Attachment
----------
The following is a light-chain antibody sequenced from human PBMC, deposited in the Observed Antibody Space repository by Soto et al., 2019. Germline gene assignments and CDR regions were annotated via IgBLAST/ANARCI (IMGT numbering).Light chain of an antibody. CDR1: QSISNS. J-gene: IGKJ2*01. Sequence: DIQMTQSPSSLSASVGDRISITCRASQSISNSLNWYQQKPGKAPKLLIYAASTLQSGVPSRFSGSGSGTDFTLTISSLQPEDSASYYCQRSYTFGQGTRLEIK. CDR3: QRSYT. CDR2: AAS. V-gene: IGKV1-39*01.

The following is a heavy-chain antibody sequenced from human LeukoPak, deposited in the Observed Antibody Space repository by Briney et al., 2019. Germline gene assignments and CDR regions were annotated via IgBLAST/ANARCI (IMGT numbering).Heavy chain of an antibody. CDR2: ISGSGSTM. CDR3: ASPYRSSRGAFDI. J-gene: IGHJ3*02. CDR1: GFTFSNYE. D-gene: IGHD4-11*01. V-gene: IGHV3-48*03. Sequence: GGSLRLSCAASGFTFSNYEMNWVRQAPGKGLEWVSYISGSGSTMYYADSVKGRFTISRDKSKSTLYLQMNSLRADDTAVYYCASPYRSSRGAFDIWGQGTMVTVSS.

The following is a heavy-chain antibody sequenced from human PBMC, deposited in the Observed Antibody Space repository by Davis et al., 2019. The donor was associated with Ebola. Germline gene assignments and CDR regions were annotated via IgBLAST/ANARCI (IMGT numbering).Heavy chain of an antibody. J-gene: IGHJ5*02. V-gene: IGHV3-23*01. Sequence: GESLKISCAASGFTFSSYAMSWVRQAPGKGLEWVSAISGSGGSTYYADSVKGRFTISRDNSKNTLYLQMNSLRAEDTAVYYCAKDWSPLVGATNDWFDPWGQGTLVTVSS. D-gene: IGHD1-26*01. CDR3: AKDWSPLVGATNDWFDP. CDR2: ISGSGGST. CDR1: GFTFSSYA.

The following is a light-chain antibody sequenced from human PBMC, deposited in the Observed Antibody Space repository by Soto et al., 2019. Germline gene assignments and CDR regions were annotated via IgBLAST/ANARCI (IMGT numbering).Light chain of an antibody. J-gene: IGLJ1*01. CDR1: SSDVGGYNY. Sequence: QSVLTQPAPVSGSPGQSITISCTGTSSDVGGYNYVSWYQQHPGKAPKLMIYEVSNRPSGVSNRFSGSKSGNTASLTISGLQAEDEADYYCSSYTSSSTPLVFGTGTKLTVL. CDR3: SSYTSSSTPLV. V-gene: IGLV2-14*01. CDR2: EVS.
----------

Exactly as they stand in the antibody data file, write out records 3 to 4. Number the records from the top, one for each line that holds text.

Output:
The following is a heavy-chain antibody sequenced from human PBMC, deposited in the Observed Antibody Space repository by Davis et al., 2019. The donor was associated with Ebola. Germline gene assignments and CDR regions were annotated via IgBLAST/ANARCI (IMGT numbering).Heavy chain of an antibody. J-gene: IGHJ5*02. V-gene: IGHV3-23*01. Sequence: GESLKISCAASGFTFSSYAMSWVRQAPGKGLEWVSAISGSGGSTYYADSVKGRFTISRDNSKNTLYLQMNSLRAEDTAVYYCAKDWSPLVGATNDWFDPWGQGTLVTVSS. D-gene: IGHD1-26*01. CDR3: AKDWSPLVGATNDWFDP. CDR2: ISGSGGST. CDR1: GFTFSSYA.

The following is a light-chain antibody sequenced from human PBMC, deposited in the Observed Antibody Space repository by Soto et al., 2019. Germline gene assignments and CDR regions were annotated via IgBLAST/ANARCI (IMGT numbering).Light chain of an antibody. J-gene: IGLJ1*01. CDR1: SSDVGGYNY. Sequence: QSVLTQPAPVSGSPGQSITISCTGTSSDVGGYNYVSWYQQHPGKAPKLMIYEVSNRPSGVSNRFSGSKSGNTASLTISGLQAEDEADYYCSSYTSSSTPLVFGTGTKLTVL. CDR3: SSYTSSSTPLV. V-gene: IGLV2-14*01. CDR2: EVS.